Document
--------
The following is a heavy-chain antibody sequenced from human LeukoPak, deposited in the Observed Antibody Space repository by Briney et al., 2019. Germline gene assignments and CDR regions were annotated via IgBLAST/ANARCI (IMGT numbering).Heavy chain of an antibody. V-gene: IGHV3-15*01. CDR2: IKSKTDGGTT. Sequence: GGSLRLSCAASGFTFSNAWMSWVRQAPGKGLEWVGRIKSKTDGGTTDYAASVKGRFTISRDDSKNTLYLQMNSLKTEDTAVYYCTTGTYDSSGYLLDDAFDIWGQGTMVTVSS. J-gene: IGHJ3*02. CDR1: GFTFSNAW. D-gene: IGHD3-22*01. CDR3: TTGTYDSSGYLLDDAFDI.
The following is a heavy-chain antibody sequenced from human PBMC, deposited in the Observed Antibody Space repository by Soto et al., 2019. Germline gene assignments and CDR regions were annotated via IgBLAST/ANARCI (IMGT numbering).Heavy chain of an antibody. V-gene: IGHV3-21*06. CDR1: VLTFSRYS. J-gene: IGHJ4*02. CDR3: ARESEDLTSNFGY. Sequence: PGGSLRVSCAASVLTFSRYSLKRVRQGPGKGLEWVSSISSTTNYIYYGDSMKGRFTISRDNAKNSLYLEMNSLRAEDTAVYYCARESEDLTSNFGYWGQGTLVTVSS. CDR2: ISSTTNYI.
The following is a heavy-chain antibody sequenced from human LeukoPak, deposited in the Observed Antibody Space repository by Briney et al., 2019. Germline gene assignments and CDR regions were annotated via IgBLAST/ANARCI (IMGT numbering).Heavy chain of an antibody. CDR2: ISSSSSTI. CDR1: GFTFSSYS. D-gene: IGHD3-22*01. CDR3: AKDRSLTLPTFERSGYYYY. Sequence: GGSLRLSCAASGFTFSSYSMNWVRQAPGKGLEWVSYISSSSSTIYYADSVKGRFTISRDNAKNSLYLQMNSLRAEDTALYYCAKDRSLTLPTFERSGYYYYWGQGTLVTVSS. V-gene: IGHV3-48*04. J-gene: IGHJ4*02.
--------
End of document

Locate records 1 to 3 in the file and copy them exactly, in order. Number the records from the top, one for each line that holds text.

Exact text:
The following is a heavy-chain antibody sequenced from human LeukoPak, deposited in the Observed Antibody Space repository by Briney et al., 2019. Germline gene assignments and CDR regions were annotated via IgBLAST/ANARCI (IMGT numbering).Heavy chain of an antibody. V-gene: IGHV3-15*01. CDR2: IKSKTDGGTT. Sequence: GGSLRLSCAASGFTFSNAWMSWVRQAPGKGLEWVGRIKSKTDGGTTDYAASVKGRFTISRDDSKNTLYLQMNSLKTEDTAVYYCTTGTYDSSGYLLDDAFDIWGQGTMVTVSS. J-gene: IGHJ3*02. CDR1: GFTFSNAW. D-gene: IGHD3-22*01. CDR3: TTGTYDSSGYLLDDAFDI.
The following is a heavy-chain antibody sequenced from human PBMC, deposited in the Observed Antibody Space repository by Soto et al., 2019. Germline gene assignments and CDR regions were annotated via IgBLAST/ANARCI (IMGT numbering).Heavy chain of an antibody. V-gene: IGHV3-21*06. CDR1: VLTFSRYS. J-gene: IGHJ4*02. CDR3: ARESEDLTSNFGY. Sequence: PGGSLRVSCAASVLTFSRYSLKRVRQGPGKGLEWVSSISSTTNYIYYGDSMKGRFTISRDNAKNSLYLEMNSLRAEDTAVYYCARESEDLTSNFGYWGQGTLVTVSS. CDR2: ISSTTNYI.
The following is a heavy-chain antibody sequenced from human LeukoPak, deposited in the Observed Antibody Space repository by Briney et al., 2019. Germline gene assignments and CDR regions were annotated via IgBLAST/ANARCI (IMGT numbering).Heavy chain of an antibody. CDR2: ISSSSSTI. CDR1: GFTFSSYS. D-gene: IGHD3-22*01. CDR3: AKDRSLTLPTFERSGYYYY. Sequence: GGSLRLSCAASGFTFSSYSMNWVRQAPGKGLEWVSYISSSSSTIYYADSVKGRFTISRDNAKNSLYLQMNSLRAEDTALYYCAKDRSLTLPTFERSGYYYYWGQGTLVTVSS. V-gene: IGHV3-48*04. J-gene: IGHJ4*02.